There are thousands of premature deaths from particle pollution in the United States each year, and the Environmental Protection Agency (EPA) has the responsibility of writing and enforcing regulations that will protect both the environment and human health. Researchers are reporting that the amount of lives saved by legislation from the EPA has been substantially underestimated in the past.
Colette Heald is an associate professor of Atmospheric and Planetary Sciences and Civil and Environmental Engineering (CEE) at the Massachusetts Institute of Technology.
“In the United States, the number of premature deaths associated with exposure to outdoor particulate matter exceeds the number of car accident fatalities every year,” said Heald. “This highlights the vital role that the EPA plays in reducing the exposure of people living in the United States to harmful pollutants.”
The 1970 Clean Air Act and its amendments were proposed by the EPA to address the health effects of particulate matter. More specifically, the legislation regulated the emissions of air pollutants and promoted research into cleaner alternatives.
The EPA reported in 2011 that the regulations set forth in the Clean Air Act had led to a substantial decrease in particulate matter in the atmosphere, and estimated that over 100,000 lives were saved every year from 2000 to 2010 as a result of the enforcement of the new laws.
The report, however, did not account for organic aerosol, a major component of particle pollution, as a large contributor to the decline in particulate matter during this time frame. Organic aerosol is emitted directly from vehicles, residential burning, and wildfires, and is also chemically produced in the atmosphere from the oxidation of hydrocarbons.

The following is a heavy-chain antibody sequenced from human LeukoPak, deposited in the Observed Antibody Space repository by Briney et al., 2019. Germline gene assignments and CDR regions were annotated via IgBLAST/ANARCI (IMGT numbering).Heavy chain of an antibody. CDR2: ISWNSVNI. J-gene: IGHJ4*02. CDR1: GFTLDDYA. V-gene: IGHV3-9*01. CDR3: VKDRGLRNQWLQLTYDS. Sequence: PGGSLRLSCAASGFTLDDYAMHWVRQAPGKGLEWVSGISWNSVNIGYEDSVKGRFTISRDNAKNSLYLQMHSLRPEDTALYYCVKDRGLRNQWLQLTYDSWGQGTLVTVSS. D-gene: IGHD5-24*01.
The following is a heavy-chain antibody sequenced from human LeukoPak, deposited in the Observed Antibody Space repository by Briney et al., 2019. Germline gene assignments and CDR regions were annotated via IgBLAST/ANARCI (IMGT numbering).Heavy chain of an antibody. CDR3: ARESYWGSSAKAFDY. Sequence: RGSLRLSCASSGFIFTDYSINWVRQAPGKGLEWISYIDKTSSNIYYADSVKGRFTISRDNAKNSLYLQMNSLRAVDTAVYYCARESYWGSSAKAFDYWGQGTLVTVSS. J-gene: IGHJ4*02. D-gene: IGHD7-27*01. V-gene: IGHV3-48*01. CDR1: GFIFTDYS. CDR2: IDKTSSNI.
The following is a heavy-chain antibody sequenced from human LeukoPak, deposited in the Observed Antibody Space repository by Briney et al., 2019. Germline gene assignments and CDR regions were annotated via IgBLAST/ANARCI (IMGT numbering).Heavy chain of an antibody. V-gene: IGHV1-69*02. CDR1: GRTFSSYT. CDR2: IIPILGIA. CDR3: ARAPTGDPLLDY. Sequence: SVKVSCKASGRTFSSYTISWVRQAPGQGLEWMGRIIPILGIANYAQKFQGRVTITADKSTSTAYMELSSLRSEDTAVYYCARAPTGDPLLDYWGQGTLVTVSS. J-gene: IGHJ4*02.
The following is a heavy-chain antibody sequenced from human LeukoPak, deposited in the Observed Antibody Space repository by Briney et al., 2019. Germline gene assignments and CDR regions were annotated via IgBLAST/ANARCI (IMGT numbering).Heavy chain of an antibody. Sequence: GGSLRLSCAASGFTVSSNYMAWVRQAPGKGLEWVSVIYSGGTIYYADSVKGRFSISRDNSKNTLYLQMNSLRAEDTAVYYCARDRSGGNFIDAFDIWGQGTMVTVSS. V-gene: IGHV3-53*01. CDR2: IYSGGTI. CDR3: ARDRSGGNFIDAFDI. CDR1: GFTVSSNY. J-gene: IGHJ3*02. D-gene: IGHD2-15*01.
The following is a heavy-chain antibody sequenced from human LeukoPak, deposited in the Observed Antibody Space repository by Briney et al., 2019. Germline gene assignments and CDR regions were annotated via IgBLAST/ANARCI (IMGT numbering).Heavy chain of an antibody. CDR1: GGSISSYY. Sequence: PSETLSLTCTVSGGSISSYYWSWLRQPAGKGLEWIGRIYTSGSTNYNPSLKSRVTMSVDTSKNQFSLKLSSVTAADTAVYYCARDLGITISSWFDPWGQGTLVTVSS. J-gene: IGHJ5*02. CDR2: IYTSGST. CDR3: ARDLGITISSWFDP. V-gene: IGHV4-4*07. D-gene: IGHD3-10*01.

The research team examined surface measurements of organic aerosol from all over the country between 1990 to 2012, which enabled them to develop a comprehensive map of organic aerosol in the United States.
“Widespread monitoring of air pollutant concentrations across the United States enables us to verify changes in air quality over time in response to regulations,” said Heald. “Previous work has focused on the decline in particulate matter associated with efforts to reduce acid rain in the United States. But to date, no one had really explored the long term trend in organic aerosol.
The researchers discovered that there had been a much more significant decline in organic aerosol than previously thought, which suggested that more lives has been saved by the EPA than what was reported.
“The EPA report showed a very large impact from the decline in particulate matter, but we were surprised to see a very little change in the organic aerosol concentration in their estimates,” explained study co-author David Ridley. “The observations suggest that the decrease in organic aerosol had been six times larger than estimated between 2000 and 2010 in the EPA report.”
The findings of the study are published in the Proceedings of the National Academy of Sciences.